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The Contender
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America's healthcare is superior to Canada's

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Voting Style: Open Point System: 7 Point
Started: 5/27/2016 Category: Education
Updated: 2 years ago Status: Post Voting Period
Viewed: 696 times Debate No: 91924
Debate Rounds (4)
Comments (1)
Votes (4)




I will be arguing that the American healthcare system is better than the Canadian healthcare system.
R1- Acceptance
R2- Opening statements
R3- Rebuttals
R4- Closing remarks

Thanks in advance for accepting, and good luck!!


I accept and look forward to an interesting debate.
Debate Round No. 1


Why the American Healthcare System Is Superior to the Canadian System

Part I- Wait times
Part II- Medicaid and Medicare for seniors and the poor available
Part III- Much more specialization in the technological side of medicine
Part IV- Cheapest prices possible because of competition
Part V- More choice of your doctor
Part VI- Healthcare is not a right
Part VII- More dugs available
Part VII- No person is refused treatment
Part IX- Paying for things you find morally wrong

I " In the most recent study by the Fraser institute found indicates that, overall, waiting times for medically necessary treatment have not improved since last year. Specialist physicians surveyed report a median waiting time of 18.3 weeks between referral from a general practitioner and receipt of treatment"slightly longer than the 18.2 week wait reported in 2014. This year"s wait time is 97% longer than in 1993 when it was just 9.3 weeks. (1) However a study done by Dr. Max Gammon, a British physicist found that while the input (# of doctors) rose significantly in the last 10 years the output (Quality of care) went down by a drastic amount. (2) The wait times in Canada to just see a general practitioner vary from province to province. The lowest wait is at 6.7 weeks (Saskatchewan) compared to 28.3 weeks (Prince Edward Island). Now in PEI the # of doctors to patients is the highest in the country at 1:137, therefore the argument that the wait is longer because of shortage of doctors is invalid. (3) Now in regard to the # of people waiting to get help from a doctor in Canada is at 1,257,935, that is 3.3% of the population! In Dallas the average wait time to see any specialist is just 10.2 days, and for a family doctor a total of 5 days, vs. Canadas lowest which was 6.7 weeks or 46.9 days. Our highest in Canada vs the highest in the USA (run by Democrats, Boston) at 72 days PEI is at 198.1 days, giving a difference of 126 days. (4)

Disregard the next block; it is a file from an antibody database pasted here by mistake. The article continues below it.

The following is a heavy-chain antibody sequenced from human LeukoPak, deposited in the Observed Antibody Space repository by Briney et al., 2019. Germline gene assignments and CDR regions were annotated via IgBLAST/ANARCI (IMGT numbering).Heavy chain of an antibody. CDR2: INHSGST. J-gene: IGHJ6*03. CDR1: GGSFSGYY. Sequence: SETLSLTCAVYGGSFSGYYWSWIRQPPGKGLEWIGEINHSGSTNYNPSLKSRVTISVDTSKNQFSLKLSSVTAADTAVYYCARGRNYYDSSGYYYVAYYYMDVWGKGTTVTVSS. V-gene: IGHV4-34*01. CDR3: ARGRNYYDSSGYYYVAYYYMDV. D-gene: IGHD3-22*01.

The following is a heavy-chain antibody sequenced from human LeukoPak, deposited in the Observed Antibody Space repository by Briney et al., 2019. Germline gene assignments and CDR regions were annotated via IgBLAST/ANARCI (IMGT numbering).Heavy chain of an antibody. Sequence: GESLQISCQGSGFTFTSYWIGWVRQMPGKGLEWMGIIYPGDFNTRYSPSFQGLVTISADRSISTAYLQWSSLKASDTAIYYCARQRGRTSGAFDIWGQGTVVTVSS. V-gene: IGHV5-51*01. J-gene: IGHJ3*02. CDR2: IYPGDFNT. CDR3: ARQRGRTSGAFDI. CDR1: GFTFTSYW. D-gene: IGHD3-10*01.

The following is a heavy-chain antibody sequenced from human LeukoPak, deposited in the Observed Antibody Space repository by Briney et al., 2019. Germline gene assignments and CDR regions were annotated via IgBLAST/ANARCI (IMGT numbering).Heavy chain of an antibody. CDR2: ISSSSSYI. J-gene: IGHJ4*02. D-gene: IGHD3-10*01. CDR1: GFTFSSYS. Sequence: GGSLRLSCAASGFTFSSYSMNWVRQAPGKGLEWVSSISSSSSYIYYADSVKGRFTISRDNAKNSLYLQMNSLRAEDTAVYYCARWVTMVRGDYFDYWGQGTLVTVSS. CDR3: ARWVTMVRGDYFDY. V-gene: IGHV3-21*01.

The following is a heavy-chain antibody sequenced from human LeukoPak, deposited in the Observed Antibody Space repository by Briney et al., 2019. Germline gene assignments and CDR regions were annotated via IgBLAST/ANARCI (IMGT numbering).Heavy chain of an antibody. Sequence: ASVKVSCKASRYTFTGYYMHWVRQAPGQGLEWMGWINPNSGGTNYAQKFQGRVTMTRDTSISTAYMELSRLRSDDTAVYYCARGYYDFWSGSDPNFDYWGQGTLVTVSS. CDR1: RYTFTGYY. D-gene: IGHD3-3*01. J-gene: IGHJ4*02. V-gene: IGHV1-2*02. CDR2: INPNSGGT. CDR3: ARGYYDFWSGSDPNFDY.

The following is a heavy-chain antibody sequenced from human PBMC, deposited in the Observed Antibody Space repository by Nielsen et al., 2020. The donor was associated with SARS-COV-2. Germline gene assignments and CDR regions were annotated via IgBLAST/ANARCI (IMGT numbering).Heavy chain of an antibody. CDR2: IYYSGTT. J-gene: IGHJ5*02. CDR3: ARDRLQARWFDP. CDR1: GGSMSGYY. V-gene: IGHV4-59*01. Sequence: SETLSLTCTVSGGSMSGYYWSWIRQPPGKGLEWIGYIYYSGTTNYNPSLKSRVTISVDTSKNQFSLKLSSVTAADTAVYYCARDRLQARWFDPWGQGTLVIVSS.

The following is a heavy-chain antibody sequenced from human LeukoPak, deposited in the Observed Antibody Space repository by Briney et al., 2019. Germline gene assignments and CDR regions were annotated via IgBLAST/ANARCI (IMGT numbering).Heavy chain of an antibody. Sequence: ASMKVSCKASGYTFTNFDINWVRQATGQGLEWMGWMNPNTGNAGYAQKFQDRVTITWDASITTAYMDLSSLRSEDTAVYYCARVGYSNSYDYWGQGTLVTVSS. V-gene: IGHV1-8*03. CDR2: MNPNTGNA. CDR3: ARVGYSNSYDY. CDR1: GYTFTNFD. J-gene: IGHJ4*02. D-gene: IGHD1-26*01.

II- People often think the USA has many "uninsured" Americans, but this statement is far from the truth, all thanks to Medicaid and Medicare which is a system used for a few different groups to provide medical insurance to those that can"t get it.
Medicaid- A form of insurance for healthcare; provided by the federal government for low income families and individuals who cannot afford health insurance.
Medicare- A form of insurance for healthcare issued state by state for seniors and others with disabilities or pregnant women who can"t afford medical insurance.
Medicare has helped 44 million individuals and families every single year, while Medicaid helped 37 million, thus eliminating the problem of the uninsured. This is superior to the Socialized medicine system Canada has because the wait times are still incredibly lower compared to Canada. (6)
Now of course someone has to pay for all these people so how does it affect taxes?? Payroll taxes collected through FICA (Federal Insurance Contributions Act) and the Self-Employment Contributions Act are a primary component of Medicare funding. The tax is 2.9% of wages, usually half paid by the employee and half paid by the employer. Moneys are set aside in a trust fund that the government uses to reimburse doctors, hospitals, and private insurance companies. Additional funding for Medicare services comes from premiums, deductibles, coinsurance, and copays. (7)
One in every five Americans gets their health care through Medicaid. Medicaid includes people from all walks of life"they range from middle-class individuals who have suffered a catastrophic illness, to seniors living in longterm care (70 percent of all nursing home residents rely on Medicaid), to newborns and children. Learn about who benefits from Medicaid expansion. Medicaid insures one in five Americans and one in three of the nation"s children. Medicaid helps people afford doctor visits so that they can stay healthy. And it pays for hospital stays and long-term care. Medicaid helps doctors and hospitals, too. By paying for the health care needs of low-income people, Medicaid reduces hospitals" burden of unpaid care. This helps hospitals and makes the health care system stronger for all of us. All states already participate in the Medicaid program, and half have decided to use federal dollars to expand Medicaid even further. That"s because they know that, in addition to helping keep health care costs in check, Medicaid adds jobs and helps state budgets. And Medicaid is flexible. This efficiently run program lets states tailor benefits, within broad federal guidelines, to better meet the needs of their residents. We partner with states to help them expand Medicaid. We work to protect Medicaid funding at the state and federal levels. And we engage advocates to promote best practices and help states make changes that give residents good health coverage and high-quality care. (8)